Organizations representing state and local law enforcement are trying to kill a bipartisan bill that would roll back tough mandatory sentences for people convicted of federal drug offenses, reports the Huffington Post. The groups include the National Sheriffs’ Association, the International Association of Chiefs of Police, the National Narcotic Officers’ Associations’ Coalition, the National Association of Police Organizations and the Major County Sheriffs’ Association. They hope to weaken congressional support for the Smarter Sentencing Act, which would authorize federal judges to sentence drug defendants to less time behind bars than what current law requires.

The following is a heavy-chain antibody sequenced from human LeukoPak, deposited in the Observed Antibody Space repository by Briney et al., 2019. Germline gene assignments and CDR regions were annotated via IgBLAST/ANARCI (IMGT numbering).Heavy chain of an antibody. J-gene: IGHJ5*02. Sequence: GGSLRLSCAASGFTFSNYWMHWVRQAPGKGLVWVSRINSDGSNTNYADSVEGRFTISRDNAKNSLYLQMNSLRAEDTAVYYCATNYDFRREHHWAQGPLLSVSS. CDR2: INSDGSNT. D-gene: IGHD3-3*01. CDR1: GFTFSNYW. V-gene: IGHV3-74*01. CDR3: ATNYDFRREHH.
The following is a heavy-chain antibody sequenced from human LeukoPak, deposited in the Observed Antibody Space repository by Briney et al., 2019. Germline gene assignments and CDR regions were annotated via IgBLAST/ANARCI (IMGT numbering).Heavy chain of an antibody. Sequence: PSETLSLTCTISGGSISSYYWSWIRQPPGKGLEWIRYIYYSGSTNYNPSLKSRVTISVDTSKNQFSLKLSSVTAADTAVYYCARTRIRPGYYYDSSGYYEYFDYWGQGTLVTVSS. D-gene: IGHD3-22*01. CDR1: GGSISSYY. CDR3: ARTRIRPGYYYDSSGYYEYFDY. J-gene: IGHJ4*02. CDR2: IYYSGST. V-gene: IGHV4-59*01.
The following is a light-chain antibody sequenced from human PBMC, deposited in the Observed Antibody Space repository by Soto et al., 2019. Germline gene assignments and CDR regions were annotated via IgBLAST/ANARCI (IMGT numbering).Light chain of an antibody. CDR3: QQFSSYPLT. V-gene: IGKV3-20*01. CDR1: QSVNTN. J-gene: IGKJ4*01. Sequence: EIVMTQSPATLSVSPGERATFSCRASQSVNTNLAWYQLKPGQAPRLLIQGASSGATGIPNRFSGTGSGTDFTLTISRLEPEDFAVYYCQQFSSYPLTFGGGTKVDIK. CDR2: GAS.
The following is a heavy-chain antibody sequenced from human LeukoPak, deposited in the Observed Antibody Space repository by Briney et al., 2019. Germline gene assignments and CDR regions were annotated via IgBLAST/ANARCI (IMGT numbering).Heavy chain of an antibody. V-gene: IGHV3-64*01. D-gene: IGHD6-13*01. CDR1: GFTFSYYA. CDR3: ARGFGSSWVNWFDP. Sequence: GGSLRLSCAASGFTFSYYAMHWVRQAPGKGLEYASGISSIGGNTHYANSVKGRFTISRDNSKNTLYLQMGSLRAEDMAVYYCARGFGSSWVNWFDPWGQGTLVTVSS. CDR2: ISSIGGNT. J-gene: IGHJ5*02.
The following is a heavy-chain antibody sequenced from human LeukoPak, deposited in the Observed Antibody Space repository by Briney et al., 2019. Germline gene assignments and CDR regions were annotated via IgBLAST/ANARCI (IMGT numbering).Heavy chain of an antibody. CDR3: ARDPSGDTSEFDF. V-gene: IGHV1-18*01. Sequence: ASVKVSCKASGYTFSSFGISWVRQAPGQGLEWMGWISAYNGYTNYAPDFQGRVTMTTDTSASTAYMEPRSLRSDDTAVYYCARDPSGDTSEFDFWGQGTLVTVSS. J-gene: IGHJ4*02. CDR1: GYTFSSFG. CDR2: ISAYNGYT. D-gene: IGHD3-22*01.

The legislation was approved in January by the Senate Judiciary Committee. Its House counterpart is still sitting in committee. Republicans and Democrats argue that the bill would allow the federal government to get control of its prison budget and free up resources needed for other public safety initiatives, such as programs that help former prisoners find work and housing. Bob Bushman, president of the National Narcotic Officers’ Associations’ Coalition, contends that state and local governments could end up bearing some of those same costs. To compensate for the federal government's softer approach, he argues, states and counties would be compelled to lock up more people than they do now. Major drug dealers “need to be locked up somewhere,” Bushman said. “Some of these folks have worked hard to get to prison.” The Federal Law Enforcement Officers Association and the National Association of Assistant United States Attorneys also have come out against federal sentencing reform.